|46th Governor of South Carolina|
December 1, 1816 –December 1, 1818
|Lieutenant||John A. Cuthbert|
|Preceded by||David Rogerson Williams|
|Succeeded by||John Geddes|
Edgefield County,South Carolina
|Died||June 24,1838 58) (aged|
Mary Willing Nelson
|Alma mater||College of New Jersey|
|Allegiance||United States of America|
|Branch/service||United States Army|
|Battles/wars||War of 1812|
Andrew Pickens Jr. (December 13,1779 –June 24,1838) was an American soldier and politician. He served as the 46th Governor of South Carolina from 1816 until 1818.
Pickens was the son of well-known American Revolutionary general Andrew Pickens (1739–1817),and Rebecca Floride Pickens (nee Colhoun). He was born on his father's plantation on the Savannah River in Horse Creek Valley in Edgefield County,South Carolina.
He was a maternal cousin of fellow South Carolina politician John C. Calhoun. He was also a paternal cousin of Calhoun's wife Floride.
Pickens attended Brown University,graduating in 1801.He served as a lieutenant-colonel in the U.S. Army during the War of 1812. After the war,he established a plantation,"Oatlands",in Edgefield County,and took up the practice of law. He also established a residence,"Halcyon Grove",in the village of Edgefield,and married Susannah Smith Wilkinson.
On December 5,1816,the South Carolina General Assembly elected Pickens as governor by secret ballot. Pickens championed the construction of roads and canals by government,a policy called internal improvements. During his administration,South Carolina began an internal improvements program. The price of cotton rose to the highest point reached in South Carolina during the antebellum period. The city of Charleston was struck with a disastrous yellow fever epidemic. After leaving office,Pickens moved to Alabama and helped negotiate a treaty with the Creek Indians of Georgia. For a period of time around 1829,he lived in Augusta. Growing up living by Indians,he had a very tight bond with them.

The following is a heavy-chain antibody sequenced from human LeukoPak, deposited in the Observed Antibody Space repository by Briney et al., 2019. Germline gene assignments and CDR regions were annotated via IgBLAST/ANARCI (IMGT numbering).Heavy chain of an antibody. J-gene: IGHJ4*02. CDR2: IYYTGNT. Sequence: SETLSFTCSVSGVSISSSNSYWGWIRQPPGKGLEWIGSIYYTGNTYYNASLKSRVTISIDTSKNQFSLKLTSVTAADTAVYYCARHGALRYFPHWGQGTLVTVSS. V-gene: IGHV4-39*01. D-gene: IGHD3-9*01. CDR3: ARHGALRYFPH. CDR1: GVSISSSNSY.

Pickens died June 24,1838,in Pontotoc,Mississippi,and was interred at Old Stone Church Cemetery in Clemson,South Carolina.
His son,Francis Wilkinson Pickens (1805–1869) was a U.S. Representative and the Governor of South Carolina when the state seceded from the Union in 1860.
Clemson is a city in Pickens and Anderson counties in the U.S. state of South Carolina. Clemson is home to Clemson University; in 2015, the Princeton Review cited the town of Clemson as ranking #1 in the United States for "town-and-gown" relations with its resident university. The population of the city was 13,905 at the 2010 census.